Wednesday, May 2, 2012

The Dreaded Horror Blindspot: Captain Kronos- Vampire Hunter

When mapping out my treasure hunt into Hammer's chest of riches (see part 1 and part 2 of this series), nothing could have prepared me for the sheer blinding awesome that is 1974's Captain Kronos- Vampire Hunter. A quick and dirty glance over appropriate IMDB'age reveals that this is apparently the film that was Hammer Horror's iceberg; it's failure to resonate with audiences began the slow death of this storied production company. Having digested all Kronos has to offer, I can't even contemplate how this is possible.

Captain Kronos the man is a hardcore former soldier who's devoted his life to discovering vampire scourges and combating them at every turn. A master swordsman, he's a fantastic physical specimen; honed to both physical and mental edged perfection. He's a face melting metal bad ass traveling about the 1700's European country side, routing riotous villagers and bedding beautiful buxom Caroline Monroe.

He's accompanied by a faithful hunchbacked companion, who refuses to conform to normal cinematic stereotypes. Professor Hieronymus Grost is an arcane lore master of all things vampiric, musing at one point that "there are as many species of vampire as there are beasts of prey". He's a charming and charismatic personality, a master blacksmith, a stalwart companion and a great character. I absolutely loved every scene he's in, most especially the "chess scene" between him and Dr. Marcus.

It's evident from the outset that Hammer was attempting a reinvention of both vampire folklore and also themselves. Captain Kronos - Vampire Hunter was designed to be a the first of a long running series staring rugged pre-Viggo Mortenson Horst Janson. He's contacted by an old war buddy, Dr.Marcus, to investigate the strange cases of young girls who are being found rapidly progressed to chronologically challenged hag status. Along the way Kronos frees a young, buxom Caroline Monroe from roadside stocks and invites her along to sexy ends. There's such a marvelous mystery presented within, that I've already said enough and will leave the baton at your feet to run with.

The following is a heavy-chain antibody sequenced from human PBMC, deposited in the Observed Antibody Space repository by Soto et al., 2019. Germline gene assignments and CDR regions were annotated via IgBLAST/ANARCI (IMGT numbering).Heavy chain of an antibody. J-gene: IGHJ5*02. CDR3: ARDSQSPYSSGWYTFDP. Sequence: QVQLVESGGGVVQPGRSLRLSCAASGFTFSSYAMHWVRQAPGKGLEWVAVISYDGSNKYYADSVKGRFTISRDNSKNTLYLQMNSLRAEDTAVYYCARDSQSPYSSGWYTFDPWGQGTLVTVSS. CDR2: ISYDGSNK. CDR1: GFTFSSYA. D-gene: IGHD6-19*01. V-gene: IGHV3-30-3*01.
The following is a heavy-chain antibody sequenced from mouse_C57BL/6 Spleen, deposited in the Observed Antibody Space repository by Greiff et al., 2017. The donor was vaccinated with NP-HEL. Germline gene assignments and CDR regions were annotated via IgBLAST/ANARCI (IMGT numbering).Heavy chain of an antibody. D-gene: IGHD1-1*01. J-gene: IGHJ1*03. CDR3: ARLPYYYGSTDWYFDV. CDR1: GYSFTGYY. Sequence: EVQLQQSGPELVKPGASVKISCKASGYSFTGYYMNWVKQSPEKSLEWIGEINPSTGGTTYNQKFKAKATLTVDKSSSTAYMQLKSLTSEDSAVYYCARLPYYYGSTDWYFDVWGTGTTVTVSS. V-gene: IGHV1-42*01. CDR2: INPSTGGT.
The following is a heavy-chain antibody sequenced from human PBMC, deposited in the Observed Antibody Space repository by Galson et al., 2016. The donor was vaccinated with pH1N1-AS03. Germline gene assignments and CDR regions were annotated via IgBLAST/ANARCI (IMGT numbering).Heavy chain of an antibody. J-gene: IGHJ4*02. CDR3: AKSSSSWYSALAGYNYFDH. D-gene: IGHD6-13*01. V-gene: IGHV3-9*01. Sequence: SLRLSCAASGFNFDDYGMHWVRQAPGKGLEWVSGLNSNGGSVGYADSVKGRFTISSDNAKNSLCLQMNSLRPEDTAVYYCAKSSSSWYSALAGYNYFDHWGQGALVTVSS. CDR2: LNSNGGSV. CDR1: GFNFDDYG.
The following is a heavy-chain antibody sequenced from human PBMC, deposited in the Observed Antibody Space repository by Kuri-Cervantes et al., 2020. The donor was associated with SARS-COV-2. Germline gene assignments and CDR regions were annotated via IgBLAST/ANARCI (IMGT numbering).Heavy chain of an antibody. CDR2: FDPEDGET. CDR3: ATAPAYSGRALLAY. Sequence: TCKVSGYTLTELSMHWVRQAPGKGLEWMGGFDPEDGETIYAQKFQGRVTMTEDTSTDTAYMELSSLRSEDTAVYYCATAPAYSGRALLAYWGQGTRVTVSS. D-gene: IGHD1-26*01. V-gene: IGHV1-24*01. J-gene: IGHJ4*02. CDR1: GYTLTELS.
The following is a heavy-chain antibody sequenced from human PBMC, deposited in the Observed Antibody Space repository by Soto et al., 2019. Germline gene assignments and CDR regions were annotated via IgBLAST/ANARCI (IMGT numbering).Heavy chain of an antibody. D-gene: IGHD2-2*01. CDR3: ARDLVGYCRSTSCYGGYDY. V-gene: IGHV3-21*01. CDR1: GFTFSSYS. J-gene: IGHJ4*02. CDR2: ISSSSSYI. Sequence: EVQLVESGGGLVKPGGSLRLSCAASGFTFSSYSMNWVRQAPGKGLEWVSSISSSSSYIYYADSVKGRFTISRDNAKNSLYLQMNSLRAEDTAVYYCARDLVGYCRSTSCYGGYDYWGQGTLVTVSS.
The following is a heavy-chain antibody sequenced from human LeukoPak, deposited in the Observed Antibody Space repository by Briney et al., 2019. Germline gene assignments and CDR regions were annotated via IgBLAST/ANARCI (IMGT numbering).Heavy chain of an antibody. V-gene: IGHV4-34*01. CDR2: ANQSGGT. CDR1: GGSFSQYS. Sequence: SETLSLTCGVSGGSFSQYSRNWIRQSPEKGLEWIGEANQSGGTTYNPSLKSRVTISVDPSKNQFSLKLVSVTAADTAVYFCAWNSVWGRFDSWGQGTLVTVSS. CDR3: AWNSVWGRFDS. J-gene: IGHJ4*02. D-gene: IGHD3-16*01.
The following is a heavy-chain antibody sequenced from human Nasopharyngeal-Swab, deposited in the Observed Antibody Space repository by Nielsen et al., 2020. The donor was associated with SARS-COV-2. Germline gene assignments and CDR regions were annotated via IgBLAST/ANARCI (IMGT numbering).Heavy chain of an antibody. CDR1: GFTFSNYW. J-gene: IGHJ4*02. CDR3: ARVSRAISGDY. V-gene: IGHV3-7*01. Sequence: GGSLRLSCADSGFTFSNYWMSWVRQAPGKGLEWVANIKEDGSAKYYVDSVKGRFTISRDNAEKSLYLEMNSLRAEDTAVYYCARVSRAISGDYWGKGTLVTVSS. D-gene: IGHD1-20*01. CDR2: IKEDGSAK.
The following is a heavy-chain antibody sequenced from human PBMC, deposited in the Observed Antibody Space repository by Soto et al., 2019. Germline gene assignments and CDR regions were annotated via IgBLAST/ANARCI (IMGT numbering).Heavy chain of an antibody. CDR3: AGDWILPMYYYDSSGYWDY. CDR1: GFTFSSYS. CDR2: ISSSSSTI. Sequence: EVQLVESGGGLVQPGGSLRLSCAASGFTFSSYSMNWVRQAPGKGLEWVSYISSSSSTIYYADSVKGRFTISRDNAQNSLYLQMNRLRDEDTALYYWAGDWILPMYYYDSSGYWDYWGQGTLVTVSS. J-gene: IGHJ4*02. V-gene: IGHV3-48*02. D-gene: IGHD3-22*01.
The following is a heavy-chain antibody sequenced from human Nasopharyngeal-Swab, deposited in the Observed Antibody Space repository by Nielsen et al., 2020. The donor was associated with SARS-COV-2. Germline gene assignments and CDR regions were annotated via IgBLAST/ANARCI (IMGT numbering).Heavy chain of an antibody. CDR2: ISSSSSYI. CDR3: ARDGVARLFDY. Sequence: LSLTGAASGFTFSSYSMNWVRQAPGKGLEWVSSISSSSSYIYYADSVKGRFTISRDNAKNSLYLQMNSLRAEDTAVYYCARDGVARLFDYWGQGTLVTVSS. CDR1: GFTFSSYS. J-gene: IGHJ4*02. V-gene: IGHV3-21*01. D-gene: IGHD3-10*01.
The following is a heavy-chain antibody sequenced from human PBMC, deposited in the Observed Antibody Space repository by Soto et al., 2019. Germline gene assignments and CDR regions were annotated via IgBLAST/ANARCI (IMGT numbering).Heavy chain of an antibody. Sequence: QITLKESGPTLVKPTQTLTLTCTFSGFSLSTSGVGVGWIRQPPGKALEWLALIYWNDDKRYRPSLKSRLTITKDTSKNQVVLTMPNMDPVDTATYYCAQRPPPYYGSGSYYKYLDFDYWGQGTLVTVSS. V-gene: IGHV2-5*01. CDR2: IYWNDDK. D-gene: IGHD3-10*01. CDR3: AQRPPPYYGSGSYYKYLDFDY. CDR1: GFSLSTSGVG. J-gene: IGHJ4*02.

Sadly the film did very poorly at theaters (perhaps American audiences were worn out on Hammer by this point?) and so nothing ever came beyond this one film. Thinking back on it now in the rear view, Captain Kronos -Vampire Hunter was a decades forward thinking flick. The scientific method meets folk legend approach to reasoning out vampiric haunts and weaknesses heavily feels like best parts Hellboy and the logical explanation and methodical implementation of weapons and gadgets (all period appropriate) shows shades of these same aspects as presented in Batman Begins.

Captain Kronos- Vampire Hunter is a swashbuckling, euro-gothic, manly-fisticuffs good time. It was sadly passed over and almost forgotten but now you can check it out on Netflix streaming. Try on something new, something sheer, something that might not be your size but might feel so nice next to your skin.



1 comment:

  1. You know what really killed Hammer Studios? The Exorcist. Texas Chainsaw Massacre. Horror was getting kicked in the balls right around the time of Captain Kronos, and it probably looked pretty silly in comparison.

    Not saying you're wrong. In fact Kronos is in my Netflix queue and your review has moved it much higher on my list. And you're right, it seems ahead of its time and something of a predecessor to the Underworld and Blade films.

    I guess timing is everything. But maybe Captain Kronos's time has come. Keep spreading the word.